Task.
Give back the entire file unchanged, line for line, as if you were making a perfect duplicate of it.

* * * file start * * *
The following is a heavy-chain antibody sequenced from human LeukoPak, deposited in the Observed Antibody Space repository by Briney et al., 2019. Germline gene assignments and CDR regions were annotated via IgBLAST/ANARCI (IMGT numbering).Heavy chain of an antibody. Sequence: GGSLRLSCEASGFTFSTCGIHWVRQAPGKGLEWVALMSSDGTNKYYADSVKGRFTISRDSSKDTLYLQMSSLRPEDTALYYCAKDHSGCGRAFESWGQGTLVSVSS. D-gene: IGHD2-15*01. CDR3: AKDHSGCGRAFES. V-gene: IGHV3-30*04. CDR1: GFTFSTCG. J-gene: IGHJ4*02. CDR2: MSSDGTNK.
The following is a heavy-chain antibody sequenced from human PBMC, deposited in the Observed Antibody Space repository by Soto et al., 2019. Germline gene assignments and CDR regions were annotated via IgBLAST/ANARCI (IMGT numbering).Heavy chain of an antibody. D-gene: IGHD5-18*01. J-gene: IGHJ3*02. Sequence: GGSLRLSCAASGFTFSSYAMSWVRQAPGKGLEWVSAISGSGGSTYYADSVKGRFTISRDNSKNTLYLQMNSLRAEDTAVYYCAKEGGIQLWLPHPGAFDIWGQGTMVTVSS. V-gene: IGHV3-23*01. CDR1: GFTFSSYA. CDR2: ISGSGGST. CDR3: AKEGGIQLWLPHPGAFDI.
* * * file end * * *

The following is a heavy-chain antibody sequenced from human LeukoPak, deposited in the Observed Antibody Space repository by Briney et al., 2019. Germline gene assignments and CDR regions were annotated via IgBLAST/ANARCI (IMGT numbering).Heavy chain of an antibody. Sequence: GGSLRLSCEASGFTFSTCGIHWVRQAPGKGLEWVALMSSDGTNKYYADSVKGRFTISRDSSKDTLYLQMSSLRPEDTALYYCAKDHSGCGRAFESWGQGTLVSVSS. D-gene: IGHD2-15*01. CDR3: AKDHSGCGRAFES. V-gene: IGHV3-30*04. CDR1: GFTFSTCG. J-gene: IGHJ4*02. CDR2: MSSDGTNK.
The following is a heavy-chain antibody sequenced from human PBMC, deposited in the Observed Antibody Space repository by Soto et al., 2019. Germline gene assignments and CDR regions were annotated via IgBLAST/ANARCI (IMGT numbering).Heavy chain of an antibody. D-gene: IGHD5-18*01. J-gene: IGHJ3*02. Sequence: GGSLRLSCAASGFTFSSYAMSWVRQAPGKGLEWVSAISGSGGSTYYADSVKGRFTISRDNSKNTLYLQMNSLRAEDTAVYYCAKEGGIQLWLPHPGAFDIWGQGTMVTVSS. V-gene: IGHV3-23*01. CDR1: GFTFSSYA. CDR2: ISGSGGST. CDR3: AKEGGIQLWLPHPGAFDI.